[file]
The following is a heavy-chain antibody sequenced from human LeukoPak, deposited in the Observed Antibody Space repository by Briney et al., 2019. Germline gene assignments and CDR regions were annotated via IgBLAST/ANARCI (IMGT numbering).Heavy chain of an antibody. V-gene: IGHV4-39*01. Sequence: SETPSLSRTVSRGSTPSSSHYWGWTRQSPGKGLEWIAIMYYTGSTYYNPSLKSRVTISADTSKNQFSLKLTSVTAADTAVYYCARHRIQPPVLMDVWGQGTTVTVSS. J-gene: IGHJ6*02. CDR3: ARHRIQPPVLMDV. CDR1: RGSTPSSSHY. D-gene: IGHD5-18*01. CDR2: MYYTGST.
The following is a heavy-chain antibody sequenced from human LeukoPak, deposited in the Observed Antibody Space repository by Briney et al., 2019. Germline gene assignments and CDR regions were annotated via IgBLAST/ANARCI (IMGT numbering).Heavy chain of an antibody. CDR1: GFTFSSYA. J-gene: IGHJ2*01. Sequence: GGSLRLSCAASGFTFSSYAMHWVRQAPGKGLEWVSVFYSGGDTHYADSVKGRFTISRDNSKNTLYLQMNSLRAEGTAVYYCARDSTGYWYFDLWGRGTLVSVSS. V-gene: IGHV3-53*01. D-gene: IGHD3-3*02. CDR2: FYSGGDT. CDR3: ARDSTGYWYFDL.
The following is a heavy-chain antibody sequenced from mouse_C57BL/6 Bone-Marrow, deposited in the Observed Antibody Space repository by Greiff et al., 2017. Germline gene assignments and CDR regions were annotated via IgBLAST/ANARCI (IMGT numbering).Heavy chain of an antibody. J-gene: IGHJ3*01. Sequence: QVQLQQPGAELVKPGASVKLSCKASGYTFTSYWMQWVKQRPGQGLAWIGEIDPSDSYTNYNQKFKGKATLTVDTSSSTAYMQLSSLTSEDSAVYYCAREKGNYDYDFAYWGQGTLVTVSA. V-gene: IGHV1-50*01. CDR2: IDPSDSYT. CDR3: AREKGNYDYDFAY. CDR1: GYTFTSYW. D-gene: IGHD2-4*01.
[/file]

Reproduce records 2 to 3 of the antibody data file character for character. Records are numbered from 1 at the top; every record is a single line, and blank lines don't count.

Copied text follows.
The following is a heavy-chain antibody sequenced from human LeukoPak, deposited in the Observed Antibody Space repository by Briney et al., 2019. Germline gene assignments and CDR regions were annotated via IgBLAST/ANARCI (IMGT numbering).Heavy chain of an antibody. CDR1: GFTFSSYA. J-gene: IGHJ2*01. Sequence: GGSLRLSCAASGFTFSSYAMHWVRQAPGKGLEWVSVFYSGGDTHYADSVKGRFTISRDNSKNTLYLQMNSLRAEGTAVYYCARDSTGYWYFDLWGRGTLVSVSS. V-gene: IGHV3-53*01. D-gene: IGHD3-3*02. CDR2: FYSGGDT. CDR3: ARDSTGYWYFDL.
The following is a heavy-chain antibody sequenced from mouse_C57BL/6 Bone-Marrow, deposited in the Observed Antibody Space repository by Greiff et al., 2017. Germline gene assignments and CDR regions were annotated via IgBLAST/ANARCI (IMGT numbering).Heavy chain of an antibody. J-gene: IGHJ3*01. Sequence: QVQLQQPGAELVKPGASVKLSCKASGYTFTSYWMQWVKQRPGQGLAWIGEIDPSDSYTNYNQKFKGKATLTVDTSSSTAYMQLSSLTSEDSAVYYCAREKGNYDYDFAYWGQGTLVTVSA. V-gene: IGHV1-50*01. CDR2: IDPSDSYT. CDR3: AREKGNYDYDFAY. CDR1: GYTFTSYW. D-gene: IGHD2-4*01.